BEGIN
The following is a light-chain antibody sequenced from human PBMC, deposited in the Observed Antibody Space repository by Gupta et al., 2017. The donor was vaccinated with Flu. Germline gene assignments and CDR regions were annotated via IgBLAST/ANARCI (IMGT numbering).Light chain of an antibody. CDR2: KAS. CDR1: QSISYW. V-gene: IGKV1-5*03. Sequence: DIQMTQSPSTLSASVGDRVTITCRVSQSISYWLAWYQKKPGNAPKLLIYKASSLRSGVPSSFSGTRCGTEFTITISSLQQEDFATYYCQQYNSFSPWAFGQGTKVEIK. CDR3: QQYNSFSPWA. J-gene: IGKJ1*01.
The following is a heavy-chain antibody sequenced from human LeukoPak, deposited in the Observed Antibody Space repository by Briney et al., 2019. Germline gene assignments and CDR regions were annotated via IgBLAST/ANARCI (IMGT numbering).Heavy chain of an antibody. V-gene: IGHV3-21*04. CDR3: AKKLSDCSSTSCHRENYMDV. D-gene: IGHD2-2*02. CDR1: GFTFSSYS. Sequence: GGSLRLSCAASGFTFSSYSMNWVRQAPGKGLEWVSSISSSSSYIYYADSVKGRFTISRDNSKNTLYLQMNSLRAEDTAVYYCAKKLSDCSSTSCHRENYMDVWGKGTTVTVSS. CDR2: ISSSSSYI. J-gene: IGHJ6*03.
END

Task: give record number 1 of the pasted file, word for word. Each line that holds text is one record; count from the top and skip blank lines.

The following is a light-chain antibody sequenced from human PBMC, deposited in the Observed Antibody Space repository by Gupta et al., 2017. The donor was vaccinated with Flu. Germline gene assignments and CDR regions were annotated via IgBLAST/ANARCI (IMGT numbering).Light chain of an antibody. CDR2: KAS. CDR1: QSISYW. V-gene: IGKV1-5*03. Sequence: DIQMTQSPSTLSASVGDRVTITCRVSQSISYWLAWYQKKPGNAPKLLIYKASSLRSGVPSSFSGTRCGTEFTITISSLQQEDFATYYCQQYNSFSPWAFGQGTKVEIK. CDR3: QQYNSFSPWA. J-gene: IGKJ1*01.